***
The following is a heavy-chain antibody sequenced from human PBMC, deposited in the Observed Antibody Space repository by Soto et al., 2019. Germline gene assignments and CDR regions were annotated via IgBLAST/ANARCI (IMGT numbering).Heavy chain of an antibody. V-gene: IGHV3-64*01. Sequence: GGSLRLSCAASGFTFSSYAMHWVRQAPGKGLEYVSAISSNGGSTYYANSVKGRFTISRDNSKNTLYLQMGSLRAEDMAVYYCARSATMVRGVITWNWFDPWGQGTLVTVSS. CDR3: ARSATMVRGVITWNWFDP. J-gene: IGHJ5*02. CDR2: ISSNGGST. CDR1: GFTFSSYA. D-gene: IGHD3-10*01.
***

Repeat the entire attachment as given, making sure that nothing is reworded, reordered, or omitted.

The following is a heavy-chain antibody sequenced from human PBMC, deposited in the Observed Antibody Space repository by Soto et al., 2019. Germline gene assignments and CDR regions were annotated via IgBLAST/ANARCI (IMGT numbering).Heavy chain of an antibody. V-gene: IGHV3-64*01. Sequence: GGSLRLSCAASGFTFSSYAMHWVRQAPGKGLEYVSAISSNGGSTYYANSVKGRFTISRDNSKNTLYLQMGSLRAEDMAVYYCARSATMVRGVITWNWFDPWGQGTLVTVSS. CDR3: ARSATMVRGVITWNWFDP. J-gene: IGHJ5*02. CDR2: ISSNGGST. CDR1: GFTFSSYA. D-gene: IGHD3-10*01.